Note to tech geeks…call center employees aren’t necessarily tech geeks.
So Tom Keating wrote a post in his blog the other day about how shocked he was that the billing department drone at
Vonage didn’t know as much about VoIP or TMC magazine as he does. He was also shocked that they attempted to keep his business. This created a buzz in the blogosphere for some reason. Has no one in blogspace ever cancelled something before? Have they never called a call center?
I’m always a bit taken aback when someone calls a call center for customer service and then gets all indignant that the person they speak to knows less about x product than they do. Remember…these people are making probably slightly more than minimum wage and reading a script. For the most part, they don’t know anything about the technology they’re selling beyond the basics, and frankly, they shouldn’t. First lets talk about billing, and cancellation. These are billing people. It’s their job to get payments and sort out those issues, not to know who TMC magazine is. Heck, I don’t even WANT these people reading an online magazine that has absolutely zero to do with their job description while they’re working. As far as off hours reading, frankly (and I hate to tell you all this) for most of the world, telecom is kinda boring. And of course they are going to try and change your mind about cancelling. That is their job. I read Tom’s transcript, and I don’t think the call center employee did anything out of line or took any attack patterns that were unfair; they were toeing the company line and trying to make you a happy customer instead of a former one. Sure, it would have been nice if she understood some of the technical aspects of your job and how much you know etc. But at the end of the day, her job is to collect money and retain customers, not know the ins and outs of VoIP and how good or bad the Crisco whoziwhatsit is or give a rats pootie about TMC magazine. Sorry Tom…I read and enjoy your blog (as well as about 6 other TMC writers) every day, but then, it’s part of my job to have some understanding of the industry.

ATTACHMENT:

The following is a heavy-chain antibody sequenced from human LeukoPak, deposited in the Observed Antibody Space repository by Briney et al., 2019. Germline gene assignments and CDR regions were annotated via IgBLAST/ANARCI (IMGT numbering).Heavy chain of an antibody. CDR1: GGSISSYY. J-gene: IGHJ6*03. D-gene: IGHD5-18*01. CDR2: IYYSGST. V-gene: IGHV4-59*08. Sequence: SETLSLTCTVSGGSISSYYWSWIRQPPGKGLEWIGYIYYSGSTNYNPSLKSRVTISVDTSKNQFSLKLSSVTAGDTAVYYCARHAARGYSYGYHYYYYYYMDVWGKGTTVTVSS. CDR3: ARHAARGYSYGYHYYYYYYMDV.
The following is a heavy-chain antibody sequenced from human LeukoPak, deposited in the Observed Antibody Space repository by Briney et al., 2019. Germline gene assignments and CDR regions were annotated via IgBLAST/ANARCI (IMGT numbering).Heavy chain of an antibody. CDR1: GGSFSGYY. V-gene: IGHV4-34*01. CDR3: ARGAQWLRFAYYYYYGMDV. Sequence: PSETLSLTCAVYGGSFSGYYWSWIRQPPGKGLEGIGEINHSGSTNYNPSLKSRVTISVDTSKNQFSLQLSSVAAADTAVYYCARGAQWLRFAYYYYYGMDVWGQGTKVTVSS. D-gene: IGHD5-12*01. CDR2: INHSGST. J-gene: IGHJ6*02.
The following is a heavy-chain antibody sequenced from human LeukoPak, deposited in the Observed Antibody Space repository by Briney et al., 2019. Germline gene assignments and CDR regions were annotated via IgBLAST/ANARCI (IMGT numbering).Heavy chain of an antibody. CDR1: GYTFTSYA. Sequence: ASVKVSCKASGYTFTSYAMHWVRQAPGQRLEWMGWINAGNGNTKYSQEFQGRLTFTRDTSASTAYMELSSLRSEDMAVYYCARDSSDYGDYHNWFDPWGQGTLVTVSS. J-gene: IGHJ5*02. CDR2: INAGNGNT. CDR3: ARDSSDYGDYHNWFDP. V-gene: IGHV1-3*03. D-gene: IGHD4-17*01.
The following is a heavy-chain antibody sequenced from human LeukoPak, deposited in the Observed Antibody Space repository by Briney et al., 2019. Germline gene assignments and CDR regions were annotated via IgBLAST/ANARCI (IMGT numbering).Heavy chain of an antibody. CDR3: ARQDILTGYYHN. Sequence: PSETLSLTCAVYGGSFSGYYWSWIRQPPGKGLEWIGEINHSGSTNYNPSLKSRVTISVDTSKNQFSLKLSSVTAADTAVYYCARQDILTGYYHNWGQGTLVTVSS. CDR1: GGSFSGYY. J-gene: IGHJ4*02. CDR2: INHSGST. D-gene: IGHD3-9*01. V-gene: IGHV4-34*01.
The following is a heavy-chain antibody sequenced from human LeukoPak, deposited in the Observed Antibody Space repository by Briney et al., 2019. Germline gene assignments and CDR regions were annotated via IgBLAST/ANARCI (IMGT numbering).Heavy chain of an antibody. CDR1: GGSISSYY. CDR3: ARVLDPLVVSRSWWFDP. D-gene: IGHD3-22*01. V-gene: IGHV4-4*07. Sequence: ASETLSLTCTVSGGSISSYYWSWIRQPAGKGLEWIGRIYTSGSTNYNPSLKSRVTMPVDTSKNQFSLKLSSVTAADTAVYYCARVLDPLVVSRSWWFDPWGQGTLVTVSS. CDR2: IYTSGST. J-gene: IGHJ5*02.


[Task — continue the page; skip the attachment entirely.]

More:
Now tech support. Again, these are people reading from a script…for the most part they come to work, answer some basic questions, then go home to their lives that have absolutely nothing to do with telecom other than using the phone to call their buddies. And good on em for that. Not everybody eats sleeps and craps techbabble like some of us out here. How would you feel if you knew that the very best and brightest support techs at X company were answering the call center lines where the vast majority of questions involve the answer “is the power cord plugged into the wall ma’am?” You’d probably think it’s a major misuse of company resources.
If you’ve ever worked for a company that actually has a call center and gone down to visit them you’d know that everything is scripted. They spend alot of money have scripts as complete as possible. Occasionally someone strays from the script; at that point there are measures that usually involve escalating the call. However if you stray from the script but in familiar territory (ie: call center person catches key words that are scripted but out of context) you can expect some odd and confusing answers to your question. This is the nature of call centers. If you can’t deal with that, do yourself (and the call center employees) a favour and NEVER call a call center again. Make some friends at different levels of every company you deal with and deal with them directly.
I’ve noticed over the years that us tech geeks tend to forget that there is a whole nation of people who don’t know everything we know out there. Techies tend to forget that the grandma factor is prevalent in society; it’s the norm and WE are the exception (People who work in the pipe fitting industry possibly feel the same way about U-Joints or PipeFittersWeekly magazine or some such; they’re shocked that someone wouldn’t know what that is). Geeks, writers, techies of the world repeat after me: “When I call a call center I am most likely calling someone who can barely turn on their monitor. They probably know less than me about this, and that’s ok.”
ON another note…
Special shout out to Jeff Pulver for showcasing my blog the other day thereby sending a boatload of traffic my way. Of course now I have to watch my language…